The last time you ate Chinese food, you probably weren't thinking about open source development. But according to Jennifer 8. Lee, author of “The Fortune Cookie Chronicles,” the food on your plate arrived there in precisely that way.
General Tso's chicken? Unrecognizable to its creator, let alone the General's relatives. Swap out the butter and vanilla for sesame and miso in that most famous of Chinese desserts, the fortune cookie, and you have something that closely resembles tsujiura senbei, a Japanese fortune cracker. Americans will be sad to learn that much of the rest of the world—including China—is rather unfamiliar with this delicacy.
So if the fortune cookie comes from Japan, and most of American-Chinese restaurant food is foreign to the Chinese, where did these items come from and who put them on the menu of your local Chinese restaurant?
“I've eaten in Chinese restaurants on six continents, in 23 countries and 42 states,” Lee said. “Basically, Chinese food is very adaptive to the natural palate of a country. In Mexico, Chinese food looks an awful lot like fajitas. There's lime. Jalapeños. And instead of those crunchy noodles that come with duck sauce in the United States? Deep fried tortilla chips.”
French-Chinese food includes salt-and-pepper frog legs and squid. German-Chinese restaurants bread and fry just about everything. And in Jamaica, a favorite Chinese dish is jerk chicken fried rice.
Knowledge sharing and innovation
General Tso's Chicken emerged in New York City in the 1970s, then spread rapidly across the nation. Lee credits its popularity to its unique alignment with the national palate: “It was fried. It was sweet. And it was chicken. Three things that Americans love.”
But as it moved rapidly west, south, and north of New York City, General Tso's Chicken began to acquire regional differences and innovations by individual chefs. In the midwest, it's very sweet. “It's almost Chicken McNuggets in sauce,” Lee said. “You don't really know where the dough ends and the chicken begins.” Step into one restaurant, and it's red and crunchy. Go across the street and it's yellow and chewy. Maybe sesame seeds or some broccoli.
Much of this variation develops because most chefs apprentice in one Chinese restaurant and then work “for hire” in any number of others. In Chinatown, there are job listings for restaurant positions up and down the East coast, anywhere east (and often west) of the Mississippi. A chef might work 6 – 10 months in one restaurant before moving to a new restaurant down the street or across the country. There he will learn new ways of preparing familiar dishes and will influence the menu of that restaurant at the same time.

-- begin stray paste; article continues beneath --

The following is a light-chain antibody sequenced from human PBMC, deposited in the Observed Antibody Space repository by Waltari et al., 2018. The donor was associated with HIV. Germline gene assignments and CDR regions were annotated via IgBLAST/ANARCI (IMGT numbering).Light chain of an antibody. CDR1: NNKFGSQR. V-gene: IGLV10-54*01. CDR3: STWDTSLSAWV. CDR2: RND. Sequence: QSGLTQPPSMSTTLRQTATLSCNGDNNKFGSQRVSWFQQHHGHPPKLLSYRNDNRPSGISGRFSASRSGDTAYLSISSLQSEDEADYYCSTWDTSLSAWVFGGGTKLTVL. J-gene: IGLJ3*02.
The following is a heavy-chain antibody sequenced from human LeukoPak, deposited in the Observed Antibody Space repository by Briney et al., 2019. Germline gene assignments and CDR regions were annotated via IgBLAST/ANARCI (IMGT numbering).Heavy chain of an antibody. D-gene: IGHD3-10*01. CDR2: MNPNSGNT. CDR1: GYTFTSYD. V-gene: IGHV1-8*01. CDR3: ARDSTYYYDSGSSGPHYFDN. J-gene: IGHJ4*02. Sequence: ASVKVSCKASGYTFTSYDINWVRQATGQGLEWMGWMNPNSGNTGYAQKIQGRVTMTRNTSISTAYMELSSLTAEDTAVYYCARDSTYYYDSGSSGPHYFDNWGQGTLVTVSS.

Unity amidst diversity
There are over 40,000 Chinese restaurants in the United States—more than McDonald's, Wendy's, Burger King, and Kentucky Fried Chicken combined. And yet in the midst of this mobile, creative industry, so much is strikingly similar. In any given American-Chinese restaurant, you are likely to find a red and white paper Zodiac menu, similar chairs and decor, even the same dishes and chopsticks.
Some of this homogeneity comes from shared suppliers and contractors. “There are now people, often Chinese entrepreneurs, who specialize in constructing Chinese restaurants,” Lee said. “The designs of the seats and dishes often come from the same warehouses and manufacturer's catalogs.”
In fact, most Chinese restaurant menus come from a handful of stores in Chinatown and are shipped to far-off states like North Carolina and Michigan. Lee has observed a core of “sort of real” Chinese dishes found on these menus, and there are certain templates that are common.
“I met the son of a menu printer, Eugene Lee, and he said when he was young, restaurant owners would come into the print shop with a competitor's menu, cut-up and reordered,” Lee said. Some would add new dishes, which then were often incorporated into the menus of other restaurants. The typical Chinese restaurant menu now contains over 100 selections.
Turf and money wars
Like any real open source movement, Chinese cuisine has seen intellectual property battles. Lee's book highlights one instance, reported in the New York Times in 1904:
“The reason was that Lem Sem, recently of San Francisco, had shaken the dust of the Golden Gate from his garments and had come here armed with many legal documents which purported to show that he was the original inventor and sole proprietor of the dish known as chop suey.”
The legal threats never amounted to much. Today's intellectual property claims over recipes meet the same fate; U.S. copyright law does not protect “mere listings of ingredients as in recipes, formulas, compounds, or prescriptions.” The actual words of a recipe's instructions may qualify as protected intellectual property (i.e. “substantial literary expression in the form of an explanation or directions”), but that does little for the chef with the great dish.
Still, as in the world of fashion, this breeds considerable innovation among restaurants. “In general, it's good to see those ideas spread and percolate and mingle,” said Lee. “I think it's good for ideas to inspire others.”
It's certainly hard to deny the value of a development model that's produced innovations like the Philly Cheesesteak egg roll and pastrami fried rice.
Special thanks to Jennifer 8. Lee and her book, The Fortune Cookie Chronicles, for the details in this story.